The Guatemalan Party of Labour (Partido Guatemalteco del Trabajo) was a Communist party in Guatemala. It existed from 1949 to 1998. It gained prominence during the government of Col. Jacobo Arbenz. It was one of the main forces of opposition to the various regimes that followed Arbenz's overthrow and became a constituent of the URNG guerrilla coalition during the later phase of the country's Civil War.
An earlier Communist Party of Guatemala had been founded in 1922, but was suppressed in 1932.
In June 1950 PCG started publishing a weekly newspaper, Octubre, which was distributed amongst workers, peasants and intellectuals throughout the country.
In the summer of 1950 a section of the party, led by trade union leader Víctor Manuel Gutiérrez, broke away and formed a separate party, the Guatemalan Revolutionary Workers Party (PROG). PROG made its first public appearance on July 1. The split had been provoked by differences of opinions concerning the social composition of the Central Committee of the party.
However, Although communism had not been officially legalized until the inauguration of reformist President Col. Jacobo Arbenz, the party had participated in political activities more or less openly; some avowed communists were employed in high-level positions in the civil service and educational bureaucracy. The PGT program tended to emphasize participation in the trade unions and direct action rather than electoral politics, though at one point there were four PGT members in the 58-seat parliament in the period of 1953-1954. The four PGT MPs were José Alberto Cardoza, Victor Manuel Gutiérrez, Carlos Manuel Pellecer and Antonio Ardón.
The PGT was generally supportive of the reform efforts launched by Juan José Arévalo and Col. Arbenz after the overthrow of right-wing military dictator Gen. Jorge Ubico in 1944. Because of this, the governments and press in Western countries (especially the United States) attempted to gather support for an economic or military intervention to halt the 'Communist threat'. A CIA intelligence estimate in 1952 reported that the PGT had a membership of about five hundred and an undetermined number of sympathizers. Later estimates raised the membership total to 3,000, including a group of five hundred described as 'hard-core'. The PGT publication Octubre had a circulation of about 3,000 in 1952. American intelligence briefings and post reports conceded that the PGT did not have sufficient popular backing or resources to foment a coup or revolution.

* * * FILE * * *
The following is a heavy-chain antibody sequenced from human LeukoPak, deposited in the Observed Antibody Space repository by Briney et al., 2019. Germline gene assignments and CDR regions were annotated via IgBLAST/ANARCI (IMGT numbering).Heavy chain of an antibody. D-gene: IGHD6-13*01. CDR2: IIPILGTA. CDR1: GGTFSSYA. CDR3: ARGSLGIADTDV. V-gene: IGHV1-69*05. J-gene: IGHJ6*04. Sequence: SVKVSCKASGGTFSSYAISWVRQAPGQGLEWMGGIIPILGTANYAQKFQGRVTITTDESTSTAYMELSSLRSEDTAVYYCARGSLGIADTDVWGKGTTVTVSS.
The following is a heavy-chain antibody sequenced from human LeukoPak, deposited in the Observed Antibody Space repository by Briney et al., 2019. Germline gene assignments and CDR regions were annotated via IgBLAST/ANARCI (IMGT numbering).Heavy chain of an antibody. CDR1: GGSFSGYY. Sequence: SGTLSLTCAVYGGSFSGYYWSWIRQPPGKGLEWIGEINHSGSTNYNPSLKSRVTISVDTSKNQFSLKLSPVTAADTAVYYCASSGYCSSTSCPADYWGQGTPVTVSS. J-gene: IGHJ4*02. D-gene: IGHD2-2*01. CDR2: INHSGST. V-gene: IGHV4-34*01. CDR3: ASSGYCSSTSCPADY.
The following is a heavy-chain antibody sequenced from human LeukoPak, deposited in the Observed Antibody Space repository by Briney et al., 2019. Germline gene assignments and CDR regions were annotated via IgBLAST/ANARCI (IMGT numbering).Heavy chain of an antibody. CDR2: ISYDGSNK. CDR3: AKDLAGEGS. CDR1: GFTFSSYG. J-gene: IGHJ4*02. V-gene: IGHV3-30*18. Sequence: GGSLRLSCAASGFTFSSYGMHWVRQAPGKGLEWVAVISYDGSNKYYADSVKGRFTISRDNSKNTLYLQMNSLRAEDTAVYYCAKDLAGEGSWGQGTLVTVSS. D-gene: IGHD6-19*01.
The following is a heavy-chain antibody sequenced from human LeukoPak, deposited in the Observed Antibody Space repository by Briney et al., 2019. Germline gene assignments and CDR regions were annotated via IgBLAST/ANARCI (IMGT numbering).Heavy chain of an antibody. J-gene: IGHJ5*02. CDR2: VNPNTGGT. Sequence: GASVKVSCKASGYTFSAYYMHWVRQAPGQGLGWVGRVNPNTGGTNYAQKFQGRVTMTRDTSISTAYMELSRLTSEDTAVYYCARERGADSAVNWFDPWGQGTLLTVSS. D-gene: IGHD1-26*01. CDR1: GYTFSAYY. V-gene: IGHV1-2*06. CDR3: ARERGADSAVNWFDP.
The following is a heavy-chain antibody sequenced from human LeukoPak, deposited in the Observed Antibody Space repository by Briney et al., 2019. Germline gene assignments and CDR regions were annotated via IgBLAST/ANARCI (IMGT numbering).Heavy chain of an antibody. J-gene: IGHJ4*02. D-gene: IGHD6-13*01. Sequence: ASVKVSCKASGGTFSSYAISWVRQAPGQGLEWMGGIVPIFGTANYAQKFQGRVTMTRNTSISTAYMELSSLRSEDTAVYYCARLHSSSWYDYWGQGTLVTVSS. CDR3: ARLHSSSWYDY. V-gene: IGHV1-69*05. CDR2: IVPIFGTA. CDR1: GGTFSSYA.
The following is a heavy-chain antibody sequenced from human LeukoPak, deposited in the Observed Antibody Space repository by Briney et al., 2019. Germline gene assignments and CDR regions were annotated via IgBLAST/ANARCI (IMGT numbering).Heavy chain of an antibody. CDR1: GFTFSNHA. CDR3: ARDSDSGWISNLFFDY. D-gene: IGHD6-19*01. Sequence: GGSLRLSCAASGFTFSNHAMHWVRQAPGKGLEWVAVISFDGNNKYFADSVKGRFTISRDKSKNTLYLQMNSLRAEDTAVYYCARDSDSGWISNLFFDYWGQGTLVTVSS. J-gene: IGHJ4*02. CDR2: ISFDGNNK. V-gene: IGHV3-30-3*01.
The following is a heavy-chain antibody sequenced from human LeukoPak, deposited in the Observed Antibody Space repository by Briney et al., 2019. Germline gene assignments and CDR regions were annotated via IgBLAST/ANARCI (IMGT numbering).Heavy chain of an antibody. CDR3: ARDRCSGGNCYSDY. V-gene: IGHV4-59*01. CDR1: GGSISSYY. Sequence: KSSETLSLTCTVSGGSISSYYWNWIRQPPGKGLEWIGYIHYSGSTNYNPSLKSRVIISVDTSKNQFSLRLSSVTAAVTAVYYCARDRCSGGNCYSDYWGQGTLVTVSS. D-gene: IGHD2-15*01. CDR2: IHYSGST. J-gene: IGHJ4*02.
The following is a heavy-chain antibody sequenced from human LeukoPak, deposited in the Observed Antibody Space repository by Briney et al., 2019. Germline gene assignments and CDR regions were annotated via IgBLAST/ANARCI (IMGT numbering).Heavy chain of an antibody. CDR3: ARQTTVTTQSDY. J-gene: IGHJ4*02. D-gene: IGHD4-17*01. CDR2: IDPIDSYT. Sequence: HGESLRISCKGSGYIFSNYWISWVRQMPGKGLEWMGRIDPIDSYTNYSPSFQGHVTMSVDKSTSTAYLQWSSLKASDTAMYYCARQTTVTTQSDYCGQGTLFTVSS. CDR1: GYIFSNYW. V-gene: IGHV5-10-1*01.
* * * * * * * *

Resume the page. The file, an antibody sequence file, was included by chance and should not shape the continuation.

The land reform initiatives implemented by the Arbenz government attracted more foreign attention to Guatemala's political scene. About 100,000 landless peasants were to benefit from the expropriation of unused arable land from landed interests (such as the U.S.-based United Fruit Company). The plan was never fully executed, as the Arbenz government fell in a U.S.-sponsored coup d'état on 29 June 1954; the government offered no significant resistance. The first decree issued by the new military régime banned the PGT. Following the ban a section of the party, including Fortuny, went into exile in Mexico where they continued to operate politically. Inside Guatemala, PGT was largely marginalized.
The party rallied survivors of the failed November 13, 1960 military insurrection and student radicals into forming a guerilla movement, the Rebel Armed Forces (Fuerzas Armadas Rebeldes, FAR) in 1962. FAR initiated attacks against the government military, the beginning of a four decade long civil war.
Meanwhile, the relation of the party towards the armed struggle was not uncomplicated. In theory the armed forces of FAR stood under the political control of PGT. In practice, that was not always the case. FAR developed its own political leadership and started criticizing the PGT leadership for indifference towards the armed struggle. Within the party Ricardo Ramírez led the radical section.
PGT suffered a setback in early March 1966, as raids were conducted against the party leadership. 33 leftwing leaders 'disappeared', including Víctor Manuel Gutiérrez and Leonardo Castillo Flores. CIA documents, declassified in 1998, confirmed that they had been executed by the state forces.
In the mid 1960s the U.S. State Department estimated the party membership to be approximately 1300.
The 1966 presidential elections highlightened differences within the party. After much discussions the party decided to support the candidature of Julio César Méndez Montenegro, claiming that he represented progressive and democratic sectors. At the same time the party maintained its support to the ongoing armed struggle. After Méndez had been elected he continued the anti-communist path of his predecessors, leading to accusations within PGT that the party leadership had adopted an incorrect line ahead of the elections. Some analysists claim that the killings of leaders of the older and more moderate generation within PGT, like Gutiérrez and Castillo, effectively closed the openings towards a peaceful settlement of the emerging civil war and embolded the younger generation to take the more radical path.
In 1968 FAR broke its bond with PGT, reconstituting itself as the Revolutionary Armed Forces (Fuerzas Armadas Revolucionarias, FAR II). FAR was able to win over a large section of the youths and students from PGT, resulting in a severe setback for the party amongst those sections.